Skip to main content
autistic burnout

Mental health wellbeing
Monday 18 March 2024

What autistic burnout means to me

The term autistic burnout can mean different things to different people. In general, the term autistic burnout means fatigue and missing out on things because of this. You could have a loss of skills and interests. Autistic burnout may happen because of sensory overload such as being in a busy environment or there may be lots going on in your life that could be overwhelming. Your brain might feel fuzzy and overloaded, and you may not be able to think clearly. You may also not be able to hide any masking you were previously.

For myself, autistic burnout is becoming more irritable and avoiding things I would have previously done. I tend to say no to lots of things when previously I would have said yes. I use up a lot of my spoons more quickly. This is a tool autistic people can use to measure the mental and physical energy someone has for activities e.g. showering could take up two spoons. The number of spoons you should use in a day depends on the individual.  

I also become more depressed and avoid talking to people. I ruminate more and I find it harder to be verbal and often stutter – some people can become non-verbal. Busy environments can be hard for me, and I find myself struggling in places such as cafes and supermarkets.


The impact autistic burnout has on me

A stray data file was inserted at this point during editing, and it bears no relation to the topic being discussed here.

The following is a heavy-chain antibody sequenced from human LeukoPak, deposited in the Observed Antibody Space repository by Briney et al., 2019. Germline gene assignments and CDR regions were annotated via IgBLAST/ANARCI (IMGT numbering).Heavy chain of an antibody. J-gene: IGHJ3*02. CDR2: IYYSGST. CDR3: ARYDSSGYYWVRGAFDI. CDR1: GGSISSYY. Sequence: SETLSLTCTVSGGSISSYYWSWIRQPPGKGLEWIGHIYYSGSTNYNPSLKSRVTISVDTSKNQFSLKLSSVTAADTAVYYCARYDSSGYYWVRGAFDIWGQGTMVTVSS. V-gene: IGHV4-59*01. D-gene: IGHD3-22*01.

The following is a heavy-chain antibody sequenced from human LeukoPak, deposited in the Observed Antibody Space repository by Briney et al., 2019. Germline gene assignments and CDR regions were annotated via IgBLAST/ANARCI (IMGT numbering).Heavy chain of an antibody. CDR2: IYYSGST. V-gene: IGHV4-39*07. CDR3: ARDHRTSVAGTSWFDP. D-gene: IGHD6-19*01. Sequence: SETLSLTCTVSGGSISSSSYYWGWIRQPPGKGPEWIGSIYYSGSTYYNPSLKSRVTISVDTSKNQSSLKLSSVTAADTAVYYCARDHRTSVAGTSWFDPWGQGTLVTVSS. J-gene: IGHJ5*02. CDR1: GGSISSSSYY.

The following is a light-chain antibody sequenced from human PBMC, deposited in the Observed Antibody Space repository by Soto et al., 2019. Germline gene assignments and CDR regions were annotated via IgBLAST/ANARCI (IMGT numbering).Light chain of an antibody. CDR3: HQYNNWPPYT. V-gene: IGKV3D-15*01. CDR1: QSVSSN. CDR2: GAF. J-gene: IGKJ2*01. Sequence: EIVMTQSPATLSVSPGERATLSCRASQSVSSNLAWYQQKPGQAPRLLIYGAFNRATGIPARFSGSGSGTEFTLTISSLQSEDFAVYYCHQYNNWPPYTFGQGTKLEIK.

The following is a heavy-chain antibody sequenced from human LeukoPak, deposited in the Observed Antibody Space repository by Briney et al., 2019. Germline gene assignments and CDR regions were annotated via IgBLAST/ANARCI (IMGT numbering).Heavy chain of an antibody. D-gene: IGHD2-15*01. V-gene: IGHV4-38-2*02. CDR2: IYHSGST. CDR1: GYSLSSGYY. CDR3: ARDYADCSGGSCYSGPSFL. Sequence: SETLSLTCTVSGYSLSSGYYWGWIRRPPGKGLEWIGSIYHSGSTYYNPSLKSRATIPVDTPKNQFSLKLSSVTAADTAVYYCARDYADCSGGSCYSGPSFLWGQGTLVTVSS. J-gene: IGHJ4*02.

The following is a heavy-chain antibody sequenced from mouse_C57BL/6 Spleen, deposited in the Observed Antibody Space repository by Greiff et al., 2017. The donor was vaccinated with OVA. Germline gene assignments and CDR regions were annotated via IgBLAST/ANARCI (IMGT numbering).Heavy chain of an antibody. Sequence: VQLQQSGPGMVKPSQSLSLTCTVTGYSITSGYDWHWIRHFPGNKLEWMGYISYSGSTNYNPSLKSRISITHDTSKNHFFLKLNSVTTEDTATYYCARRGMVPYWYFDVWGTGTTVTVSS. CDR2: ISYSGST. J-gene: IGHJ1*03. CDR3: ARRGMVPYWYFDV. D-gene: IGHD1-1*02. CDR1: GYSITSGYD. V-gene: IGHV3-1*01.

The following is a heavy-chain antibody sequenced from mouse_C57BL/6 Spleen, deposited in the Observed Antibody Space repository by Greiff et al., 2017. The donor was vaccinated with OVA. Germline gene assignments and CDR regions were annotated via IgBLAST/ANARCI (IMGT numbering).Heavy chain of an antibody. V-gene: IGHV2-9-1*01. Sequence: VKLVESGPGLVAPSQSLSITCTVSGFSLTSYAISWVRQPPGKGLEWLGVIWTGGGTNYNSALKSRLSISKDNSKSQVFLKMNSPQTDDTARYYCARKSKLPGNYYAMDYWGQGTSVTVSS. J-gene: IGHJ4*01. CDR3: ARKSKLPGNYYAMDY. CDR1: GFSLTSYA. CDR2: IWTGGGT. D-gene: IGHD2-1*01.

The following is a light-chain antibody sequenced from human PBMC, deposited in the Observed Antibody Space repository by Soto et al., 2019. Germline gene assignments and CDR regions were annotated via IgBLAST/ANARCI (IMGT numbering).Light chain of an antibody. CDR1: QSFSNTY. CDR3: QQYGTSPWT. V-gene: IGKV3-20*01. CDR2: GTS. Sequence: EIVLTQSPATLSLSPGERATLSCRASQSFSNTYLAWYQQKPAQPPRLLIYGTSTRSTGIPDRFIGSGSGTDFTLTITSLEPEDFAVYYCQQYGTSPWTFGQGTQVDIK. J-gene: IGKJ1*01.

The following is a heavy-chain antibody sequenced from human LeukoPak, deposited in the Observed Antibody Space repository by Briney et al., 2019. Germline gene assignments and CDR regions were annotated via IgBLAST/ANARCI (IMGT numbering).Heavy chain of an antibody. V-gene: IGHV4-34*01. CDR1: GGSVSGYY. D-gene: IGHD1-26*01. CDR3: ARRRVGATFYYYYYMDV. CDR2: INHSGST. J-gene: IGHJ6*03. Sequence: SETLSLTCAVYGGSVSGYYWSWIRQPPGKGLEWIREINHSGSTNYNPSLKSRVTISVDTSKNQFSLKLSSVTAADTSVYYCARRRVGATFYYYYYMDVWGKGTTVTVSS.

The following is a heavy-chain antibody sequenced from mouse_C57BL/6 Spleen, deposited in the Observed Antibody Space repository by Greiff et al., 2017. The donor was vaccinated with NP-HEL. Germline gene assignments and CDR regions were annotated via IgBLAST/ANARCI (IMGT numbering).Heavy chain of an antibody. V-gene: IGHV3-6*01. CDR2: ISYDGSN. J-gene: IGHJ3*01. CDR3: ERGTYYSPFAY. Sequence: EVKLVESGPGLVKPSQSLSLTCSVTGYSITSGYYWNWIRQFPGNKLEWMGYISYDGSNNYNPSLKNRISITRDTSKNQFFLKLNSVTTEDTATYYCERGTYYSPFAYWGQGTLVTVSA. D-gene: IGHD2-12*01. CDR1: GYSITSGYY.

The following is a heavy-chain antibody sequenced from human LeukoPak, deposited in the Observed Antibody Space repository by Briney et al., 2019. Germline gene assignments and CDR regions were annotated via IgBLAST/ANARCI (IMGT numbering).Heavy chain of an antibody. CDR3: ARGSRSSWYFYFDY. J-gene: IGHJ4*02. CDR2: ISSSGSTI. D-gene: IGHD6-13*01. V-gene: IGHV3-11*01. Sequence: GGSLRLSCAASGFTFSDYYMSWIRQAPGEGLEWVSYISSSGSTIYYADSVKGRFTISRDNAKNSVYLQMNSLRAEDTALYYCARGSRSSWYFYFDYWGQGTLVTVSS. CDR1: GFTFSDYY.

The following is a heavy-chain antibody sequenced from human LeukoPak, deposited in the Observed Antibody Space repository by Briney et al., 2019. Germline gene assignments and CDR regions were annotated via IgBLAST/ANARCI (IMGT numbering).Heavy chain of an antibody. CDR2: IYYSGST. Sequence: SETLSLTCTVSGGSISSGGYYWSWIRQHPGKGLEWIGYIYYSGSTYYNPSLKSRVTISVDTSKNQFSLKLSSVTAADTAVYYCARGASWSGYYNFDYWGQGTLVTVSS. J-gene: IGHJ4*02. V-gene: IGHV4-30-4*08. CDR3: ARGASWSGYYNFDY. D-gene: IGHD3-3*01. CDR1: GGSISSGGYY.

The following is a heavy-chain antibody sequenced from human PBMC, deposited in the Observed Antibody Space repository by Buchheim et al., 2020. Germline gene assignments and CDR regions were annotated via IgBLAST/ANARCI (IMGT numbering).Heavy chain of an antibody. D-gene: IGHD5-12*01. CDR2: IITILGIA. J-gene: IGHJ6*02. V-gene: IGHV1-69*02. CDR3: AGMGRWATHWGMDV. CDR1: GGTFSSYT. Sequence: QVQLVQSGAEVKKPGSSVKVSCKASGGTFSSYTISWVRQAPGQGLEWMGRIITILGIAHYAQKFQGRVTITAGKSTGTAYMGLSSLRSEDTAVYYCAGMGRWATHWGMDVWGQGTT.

This has an impact on me as it means a lot of opportunities. Autism advocacy is one of my biggest passions and sometimes I have to miss out. This makes me upset and annoyed with myself. I miss out on appointments like going to the doctors or the hospital. I sometimes cannot ask for help, and this can cause issues too.


Tips for reducing autistic burnout

Some tips I have for reducing autistic burnout would be to use ear defenders to help with over-stimulus. Taking regular rest breaks is a good idea and try to find a quiet comfortable place. A dark room can help me, as well as using sensory toys. I also use grounding techniques and use a diffuser in my room with essential oils. Lavender can help you relax!

Autistic burnout is a real thing, and it can vary for everyone. If you know someone who is suffering from autistic burnout help them and offer your support! Some autistic people don't know they suffer from burnout and autistic burnout can often be hard to avoid, but with the right coping mechanisms you can hopefully find a way to help you relax.


About the author

Hannah is 20 years old and autistic. She is a youth advisor for Ambitious about Autism and is also a peer mentor for autistic adults.